Cell biology: Many ways to reach out
Published online 20 July 2011
Time-lapse imaging reveals how cells get a feel for their environment
Time-lapse fluorescence (left) and differential interference contrast microscopy (right) images showing the protrusion of filopodia in a neuroblastoma cell overexpressing Rif and fluorescently labeled actin.
Cells interact with their surroundings through protrusions known as filopodia. These protrusions dynamically extend and retract through the assembly and disassembly of microfilaments—bundles of actin proteins—beneath the membrane surface. The whole formation process is managed by a network of proteins that are regulated by the protein Cdc42.
Recent studies suggest that Rif, another protein belonging to the same family as Cdc42, also participates in the formation of filopodia, although some ambiguity remains. “The data on Rif were generated using fixed cells,” explains Sohail Ahmed from the A*STAR Institute of Medical Biology. “However, its role in the formation of filopodia had not been investigated in living cells, and we felt this was essential.”
To address this question, Ahmed and his co-workers used imaging techniques that enabled them to monitor cell behavior in real-time1. They began by expressing Rif and fluorescently labeled actin in cells derived from mouse brain tumors. The fluorescent label allowed the researchers to directly visualize the formation of actin-rich filopodia in the presence of Rif.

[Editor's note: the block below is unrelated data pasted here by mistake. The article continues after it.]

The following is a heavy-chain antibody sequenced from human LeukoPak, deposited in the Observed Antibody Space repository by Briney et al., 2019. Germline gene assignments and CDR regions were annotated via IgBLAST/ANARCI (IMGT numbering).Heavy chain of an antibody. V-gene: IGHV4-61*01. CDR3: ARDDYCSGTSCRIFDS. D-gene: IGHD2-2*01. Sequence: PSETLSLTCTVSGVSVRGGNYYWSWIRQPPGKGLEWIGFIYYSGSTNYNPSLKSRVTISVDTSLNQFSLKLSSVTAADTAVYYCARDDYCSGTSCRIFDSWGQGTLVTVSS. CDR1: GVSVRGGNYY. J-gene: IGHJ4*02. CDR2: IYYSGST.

Ahmed’s team has studied Cdc42 extensively, and their work has uncovered a number of factors acting downstream of this protein. The researchers were able to selectively eliminate the expression of several of these proteins without impairing Rif-induced filopodia formation, suggesting that Rif acts via an independent signaling pathway.
Two proteins known as mDia1 and mDia2 facilitate the assembly of individual actin monomers into filaments, and previous studies have indicated that mDia2 in particular may partner with both Cdc42 and Rif to facilitate the formation of filopodia. Ahmed and his co-workers monitored Rif’s association with both proteins using a technique called Förster resonance energy transfer (FRET), which provides a sensitive visual readout of the interactions between two fluorescently labeled proteins.
Although both mDia1 and mDia2 contribute to Rif-mediated filopodia formation, the researchers were surprised to find no evidence for direct Rif–mDia2 interaction within these protrusions. Instead, the FRET experiments revealed an unexpected binding between Rif and mDia1. The result demonstrates how techniques like FRET and live-cell imaging can change the current understanding of how cells function.
Ahmed hypothesizes that Rif and Cdc42 may each modulate actin dynamics in different cellular processes. For example, Rif is believed to contribute to the formation of signal-receiving dendritic spines in neurons. To better resolve its function, his team is now looking to uncover Rif’s partners. “Ultimately, we would like to know all of the proteins involved in forming and regulating filopodia,” says Ahmed.
The A*STAR-affiliated researchers contributing to this research are from the Institute of Medical Biology
- Goh, W. I. et al. Rif-mDia1 interaction is involved in filopodium formation independent of Cdc42 and Rac effectors. Journal of Biological Chemistry 286, 13681–13694 (2011). | article